Kerry Backs Smut-Fine Boost

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From Tuesday's roll-call vote on Kansas Republican Sen. Sam Brownback's indecency amendment, we know that Sen. and presidential hopeful John Kerry (D-Mass.), along with virtually everyone else (Louisiana Democrat John Breaux was the only exception), supports cracking down on media content.

The amendment as passed 99 to 1 raises indecency fines by a factor of not quite 10. The FCC boosted its base fine las Friday, per an existing inflation trigger, from $27,500, to $32,500, but not in time to be reflected in the bill, which at $275,00 per is based on the old base.

The FCC has already declared that it can go after language, regardless of its nature or context. Now it will have far heavier fines to impose, which will also undoubtedly escalate the price of settling complaints (Clear Channel recently had to pay $1.75 million to settle a bunch of complaints, now that could be $17.5 million).

Broadcasters have already adopted new policies on content, including firing popular performers and delaying broadcasts, for fear of losing their licenses or having to shell out big fines.

The increased fines also mean that artists would now be liable for much bigger hits. The FCC has never fined a performer, but it is free to do so after a single warning. The American Federation of Radio and TV Artists praised Senate passage of the Brownback amendment because it did not include language specifically targeting performers, but there is also nothing preventing the FCC from breaking with precedent.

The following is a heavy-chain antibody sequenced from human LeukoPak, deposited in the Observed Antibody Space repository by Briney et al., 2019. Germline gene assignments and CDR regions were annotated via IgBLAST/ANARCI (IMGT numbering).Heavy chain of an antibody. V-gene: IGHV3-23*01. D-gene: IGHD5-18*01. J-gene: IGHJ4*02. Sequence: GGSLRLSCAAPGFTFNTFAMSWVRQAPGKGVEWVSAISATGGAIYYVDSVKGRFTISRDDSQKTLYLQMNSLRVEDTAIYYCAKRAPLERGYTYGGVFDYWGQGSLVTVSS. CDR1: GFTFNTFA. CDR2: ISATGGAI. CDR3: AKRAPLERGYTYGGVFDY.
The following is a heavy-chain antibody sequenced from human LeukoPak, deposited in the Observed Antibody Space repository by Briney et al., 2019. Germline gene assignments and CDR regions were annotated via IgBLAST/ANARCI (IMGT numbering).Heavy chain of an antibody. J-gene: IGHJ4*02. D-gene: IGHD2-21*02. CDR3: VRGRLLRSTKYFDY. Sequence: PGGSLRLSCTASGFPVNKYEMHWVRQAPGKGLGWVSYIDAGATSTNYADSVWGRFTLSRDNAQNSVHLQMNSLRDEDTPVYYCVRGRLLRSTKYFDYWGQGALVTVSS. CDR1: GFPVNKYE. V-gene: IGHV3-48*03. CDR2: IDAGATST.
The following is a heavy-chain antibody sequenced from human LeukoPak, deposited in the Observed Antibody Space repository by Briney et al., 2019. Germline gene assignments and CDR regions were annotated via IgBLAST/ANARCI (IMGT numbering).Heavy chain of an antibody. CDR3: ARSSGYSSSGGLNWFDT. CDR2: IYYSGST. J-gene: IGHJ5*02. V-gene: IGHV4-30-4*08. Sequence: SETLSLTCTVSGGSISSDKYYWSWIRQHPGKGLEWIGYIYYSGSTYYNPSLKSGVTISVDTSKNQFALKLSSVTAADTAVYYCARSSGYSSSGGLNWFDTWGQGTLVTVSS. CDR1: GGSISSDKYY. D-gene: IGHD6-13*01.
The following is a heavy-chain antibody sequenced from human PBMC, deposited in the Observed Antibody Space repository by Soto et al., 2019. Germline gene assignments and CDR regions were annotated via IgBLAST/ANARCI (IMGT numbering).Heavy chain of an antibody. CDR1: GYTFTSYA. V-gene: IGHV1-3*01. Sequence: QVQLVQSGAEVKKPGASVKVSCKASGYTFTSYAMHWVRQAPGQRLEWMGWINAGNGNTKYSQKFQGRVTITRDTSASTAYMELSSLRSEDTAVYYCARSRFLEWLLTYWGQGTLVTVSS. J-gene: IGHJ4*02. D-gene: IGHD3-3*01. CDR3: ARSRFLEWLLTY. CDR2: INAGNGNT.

The Senate also approved by voice vote amendments that would make the indecency fines proportionate to market size or ability to pay (Senator Conrad Burns) create a violence harbor (Fritz Hollings) and throw out the FCC's June 2 ownership dereg (Byron Dorgan) ostensibly because they would lead to more indecency.

Kerry's office had not returned a call about whether the Senator was one of those approving voices on the measures (they don't have to identify which way they voted), but in an interview with C-Span earlier this month, Kerry made it clear he was no media fan, saying: "I wasn’t there for the vote, but I was 100% in favor of overturning the [media ownership] rules. I think that too much media in the hands of one powerful entity or one individual is a mistake.... I think it runs counter to the need for Americans to know that they are getting news and information from multiple sources that are not singularly controlled."

By contrast, he has voted in the past against Hollings violence harbor bill.

This version is different, though. It would ban indecent cable and satellite programs during daytime hours unless they were rated and could work with a V-Chip. It would also require the FCC to study whether the V-Chip worked. If it didn't, violence on broadcast and cable would be banned during the same daytime hours (6 a.m. to 10 p.m.) that indecency is now proscribed.
The key backer of the V-chip is Kerry's fellow Massachusetts Democrat, Rep. Ed Markey, and a key Kerry staffer say the Senator recognizes that a lot of people don't distinguish between cable and other channels. That echoes a justification for cable and satellite regulation that was heard often, both from legislators and members of the broadcast community, at indecency hearings earlier this year.
Kerry also voted back in March to regulate cable and broadcast indecency on expanded basic until 85% of viewers either could use the V-chip or said they didn't want to.

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